Something wasn’t right from the moment he pulled in the driveway. It’s that sense that he had, that all of them had — family. Family was to be protected…. so what happened?
In the front door, and he could smell the blood and he set down the groceries and pulled out his gun, his heartbeat already in his ears, drowning out everything except the idea of breath, footsteps, and the hearts he had to stop.
Past the entryway, through the kitchen, and he saw the first body, viciously hacked to pieces with kitchen knives; they had bought a new set upon rediscovering the joy of cooking.
Blood all over the floor, handprints smeared down the hallway.
The next was at the end of the hall before the nursery, and the third just inside the doorway, crumpled over, curled in a dark pool that wasn’t even sticky yet.
The crib was tipped over, lace bloody, ripped, pillows thrown.
Everything hung with an air of stillness and silence as though it were only a photograph. He lifted his eyes and looked to the corner, where he could hear a whuffling breath, quiet, wet. A trail of blood dragged across the floor, ending against the walls — She lay with her legs sprawled, useless, bloody wounds at her back, her spine perforated, leaving her a broken doll.
Thin arms curled around the little one… It was so still, pressed against her, its face buried there, bright blue eyes hidden, black curls sticky with cooling blood from a hand that rested against small back and shoulders, wanting to protect. She looked up at him, and only waited.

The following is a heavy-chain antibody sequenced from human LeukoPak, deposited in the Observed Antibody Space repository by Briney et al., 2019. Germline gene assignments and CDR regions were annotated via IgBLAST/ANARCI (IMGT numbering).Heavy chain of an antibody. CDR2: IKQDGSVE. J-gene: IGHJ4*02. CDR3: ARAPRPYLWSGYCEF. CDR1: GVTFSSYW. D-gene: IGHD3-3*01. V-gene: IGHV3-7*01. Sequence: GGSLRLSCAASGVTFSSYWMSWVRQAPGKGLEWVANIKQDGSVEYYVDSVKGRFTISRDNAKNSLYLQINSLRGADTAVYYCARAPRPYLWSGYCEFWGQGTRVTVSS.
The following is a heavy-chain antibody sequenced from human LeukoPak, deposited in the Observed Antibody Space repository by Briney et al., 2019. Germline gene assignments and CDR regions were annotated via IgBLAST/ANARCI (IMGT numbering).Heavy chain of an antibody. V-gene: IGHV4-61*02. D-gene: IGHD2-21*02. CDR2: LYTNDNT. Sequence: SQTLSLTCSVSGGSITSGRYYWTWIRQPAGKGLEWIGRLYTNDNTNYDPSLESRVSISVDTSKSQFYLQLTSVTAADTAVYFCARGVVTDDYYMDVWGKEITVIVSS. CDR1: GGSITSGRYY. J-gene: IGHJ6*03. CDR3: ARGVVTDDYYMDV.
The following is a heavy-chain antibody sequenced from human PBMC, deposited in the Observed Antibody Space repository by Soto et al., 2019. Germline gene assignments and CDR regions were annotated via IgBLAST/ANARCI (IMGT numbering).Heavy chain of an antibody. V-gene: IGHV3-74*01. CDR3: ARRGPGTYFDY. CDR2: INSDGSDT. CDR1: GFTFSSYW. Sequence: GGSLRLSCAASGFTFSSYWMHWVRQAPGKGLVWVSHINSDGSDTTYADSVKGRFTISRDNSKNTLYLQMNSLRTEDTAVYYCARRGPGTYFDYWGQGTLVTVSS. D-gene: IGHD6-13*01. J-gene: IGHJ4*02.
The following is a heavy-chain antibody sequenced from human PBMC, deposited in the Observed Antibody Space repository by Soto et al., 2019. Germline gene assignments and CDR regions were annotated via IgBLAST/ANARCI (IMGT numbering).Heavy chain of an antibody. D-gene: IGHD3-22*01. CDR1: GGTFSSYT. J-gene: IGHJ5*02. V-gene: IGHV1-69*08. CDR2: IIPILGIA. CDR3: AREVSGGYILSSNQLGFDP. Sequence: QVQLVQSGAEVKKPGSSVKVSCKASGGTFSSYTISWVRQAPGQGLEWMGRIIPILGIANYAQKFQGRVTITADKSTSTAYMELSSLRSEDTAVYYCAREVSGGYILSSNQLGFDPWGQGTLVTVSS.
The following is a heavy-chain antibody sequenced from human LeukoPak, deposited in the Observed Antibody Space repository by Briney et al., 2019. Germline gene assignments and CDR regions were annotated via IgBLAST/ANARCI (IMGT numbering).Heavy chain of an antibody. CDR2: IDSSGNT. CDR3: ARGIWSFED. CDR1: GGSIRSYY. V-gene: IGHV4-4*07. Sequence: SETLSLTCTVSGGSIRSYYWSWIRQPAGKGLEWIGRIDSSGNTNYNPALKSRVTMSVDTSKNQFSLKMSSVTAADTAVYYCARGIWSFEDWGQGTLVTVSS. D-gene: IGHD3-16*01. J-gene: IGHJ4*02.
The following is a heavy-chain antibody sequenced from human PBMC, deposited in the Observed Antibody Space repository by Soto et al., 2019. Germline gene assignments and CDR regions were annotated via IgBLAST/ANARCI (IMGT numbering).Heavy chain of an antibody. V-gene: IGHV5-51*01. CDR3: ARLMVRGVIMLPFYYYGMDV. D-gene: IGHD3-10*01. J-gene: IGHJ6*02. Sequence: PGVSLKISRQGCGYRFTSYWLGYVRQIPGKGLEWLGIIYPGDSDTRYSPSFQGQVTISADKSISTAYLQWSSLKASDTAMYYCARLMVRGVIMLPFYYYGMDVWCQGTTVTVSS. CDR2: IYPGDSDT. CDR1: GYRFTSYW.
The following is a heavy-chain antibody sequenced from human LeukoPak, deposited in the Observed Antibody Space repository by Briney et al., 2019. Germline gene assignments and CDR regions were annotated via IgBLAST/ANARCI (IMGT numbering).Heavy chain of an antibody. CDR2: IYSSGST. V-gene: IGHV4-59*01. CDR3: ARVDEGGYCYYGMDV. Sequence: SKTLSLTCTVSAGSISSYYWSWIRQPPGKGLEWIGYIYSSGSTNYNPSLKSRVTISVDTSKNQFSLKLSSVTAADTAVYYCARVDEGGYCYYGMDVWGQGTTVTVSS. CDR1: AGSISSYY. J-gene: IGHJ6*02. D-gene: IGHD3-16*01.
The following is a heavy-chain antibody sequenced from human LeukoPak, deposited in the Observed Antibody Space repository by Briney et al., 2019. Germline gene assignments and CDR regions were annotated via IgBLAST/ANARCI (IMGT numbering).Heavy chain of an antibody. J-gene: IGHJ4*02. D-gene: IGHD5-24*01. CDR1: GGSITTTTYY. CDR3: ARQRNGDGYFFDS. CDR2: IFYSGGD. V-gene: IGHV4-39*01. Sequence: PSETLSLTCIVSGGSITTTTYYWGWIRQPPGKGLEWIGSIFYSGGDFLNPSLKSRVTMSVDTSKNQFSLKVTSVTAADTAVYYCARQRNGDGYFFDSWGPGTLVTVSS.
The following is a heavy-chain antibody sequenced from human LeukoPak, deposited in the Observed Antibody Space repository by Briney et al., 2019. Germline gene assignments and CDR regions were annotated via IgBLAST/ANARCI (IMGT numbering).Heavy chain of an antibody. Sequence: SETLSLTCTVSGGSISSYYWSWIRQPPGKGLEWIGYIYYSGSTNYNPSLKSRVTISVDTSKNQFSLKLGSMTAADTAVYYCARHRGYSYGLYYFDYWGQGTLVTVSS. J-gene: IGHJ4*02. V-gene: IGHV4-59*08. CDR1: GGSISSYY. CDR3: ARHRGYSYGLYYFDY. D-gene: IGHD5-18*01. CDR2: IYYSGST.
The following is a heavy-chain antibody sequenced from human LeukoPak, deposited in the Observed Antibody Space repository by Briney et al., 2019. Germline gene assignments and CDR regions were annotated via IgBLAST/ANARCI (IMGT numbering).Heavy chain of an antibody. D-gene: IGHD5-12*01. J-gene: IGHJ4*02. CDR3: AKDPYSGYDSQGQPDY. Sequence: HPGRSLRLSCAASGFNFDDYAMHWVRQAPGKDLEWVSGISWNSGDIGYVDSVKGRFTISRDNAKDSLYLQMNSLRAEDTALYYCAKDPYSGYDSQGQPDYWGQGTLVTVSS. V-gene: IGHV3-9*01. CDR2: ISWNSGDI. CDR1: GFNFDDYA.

There is no sound for grief; people think it comes in tears, screams, shouts, sobs — those are only the clothing grief may wear when it flings itself into the public to be seen and felt, to show, to express, to connect.
Naked grief is silent and hollow; not even the whispers of hiccuped breaths can touch it.
He held the gun tightly in one hand, and lifted the child into his arms, tucking her against his chest. She too, is quiet, trusting enough.
A teddy, a blanket, the carseat. His guns, his go bag.
He leaves her only long enough to light the matches, and walks out feeling the heat at his back.
He leaves a slow tower of smoky black behind and never once looks over his shoulder as it grows larger — and smaller — in the distance.